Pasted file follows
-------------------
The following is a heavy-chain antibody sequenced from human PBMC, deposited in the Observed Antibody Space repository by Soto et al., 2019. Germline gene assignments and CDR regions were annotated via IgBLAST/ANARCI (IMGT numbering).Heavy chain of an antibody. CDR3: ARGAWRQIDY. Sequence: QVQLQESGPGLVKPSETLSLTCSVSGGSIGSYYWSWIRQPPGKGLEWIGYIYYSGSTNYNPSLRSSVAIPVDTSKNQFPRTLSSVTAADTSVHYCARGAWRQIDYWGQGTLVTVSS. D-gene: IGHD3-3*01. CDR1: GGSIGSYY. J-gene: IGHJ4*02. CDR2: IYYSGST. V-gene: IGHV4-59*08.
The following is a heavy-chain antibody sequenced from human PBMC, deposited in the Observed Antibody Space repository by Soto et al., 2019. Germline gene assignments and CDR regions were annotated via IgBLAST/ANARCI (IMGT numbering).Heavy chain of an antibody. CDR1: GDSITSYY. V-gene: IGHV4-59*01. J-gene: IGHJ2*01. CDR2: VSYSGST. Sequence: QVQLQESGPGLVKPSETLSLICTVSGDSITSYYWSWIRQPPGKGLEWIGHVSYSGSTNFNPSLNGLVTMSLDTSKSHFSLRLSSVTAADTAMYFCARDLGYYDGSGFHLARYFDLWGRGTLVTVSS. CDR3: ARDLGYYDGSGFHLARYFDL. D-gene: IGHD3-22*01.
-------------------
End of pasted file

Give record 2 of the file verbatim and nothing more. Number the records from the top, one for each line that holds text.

The following is a heavy-chain antibody sequenced from human PBMC, deposited in the Observed Antibody Space repository by Soto et al., 2019. Germline gene assignments and CDR regions were annotated via IgBLAST/ANARCI (IMGT numbering).Heavy chain of an antibody. CDR1: GDSITSYY. V-gene: IGHV4-59*01. J-gene: IGHJ2*01. CDR2: VSYSGST. Sequence: QVQLQESGPGLVKPSETLSLICTVSGDSITSYYWSWIRQPPGKGLEWIGHVSYSGSTNFNPSLNGLVTMSLDTSKSHFSLRLSSVTAADTAMYFCARDLGYYDGSGFHLARYFDLWGRGTLVTVSS. CDR3: ARDLGYYDGSGFHLARYFDL. D-gene: IGHD3-22*01.